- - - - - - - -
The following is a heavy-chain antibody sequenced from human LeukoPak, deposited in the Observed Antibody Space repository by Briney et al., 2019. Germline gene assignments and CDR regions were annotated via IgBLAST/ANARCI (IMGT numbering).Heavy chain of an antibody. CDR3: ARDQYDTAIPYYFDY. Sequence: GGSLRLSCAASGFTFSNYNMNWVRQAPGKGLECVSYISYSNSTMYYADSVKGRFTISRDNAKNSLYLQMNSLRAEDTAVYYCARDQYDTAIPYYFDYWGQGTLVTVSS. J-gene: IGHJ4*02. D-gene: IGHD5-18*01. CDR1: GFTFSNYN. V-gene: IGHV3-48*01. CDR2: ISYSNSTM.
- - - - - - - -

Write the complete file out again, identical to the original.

The following is a heavy-chain antibody sequenced from human LeukoPak, deposited in the Observed Antibody Space repository by Briney et al., 2019. Germline gene assignments and CDR regions were annotated via IgBLAST/ANARCI (IMGT numbering).Heavy chain of an antibody. CDR3: ARDQYDTAIPYYFDY. Sequence: GGSLRLSCAASGFTFSNYNMNWVRQAPGKGLECVSYISYSNSTMYYADSVKGRFTISRDNAKNSLYLQMNSLRAEDTAVYYCARDQYDTAIPYYFDYWGQGTLVTVSS. J-gene: IGHJ4*02. D-gene: IGHD5-18*01. CDR1: GFTFSNYN. V-gene: IGHV3-48*01. CDR2: ISYSNSTM.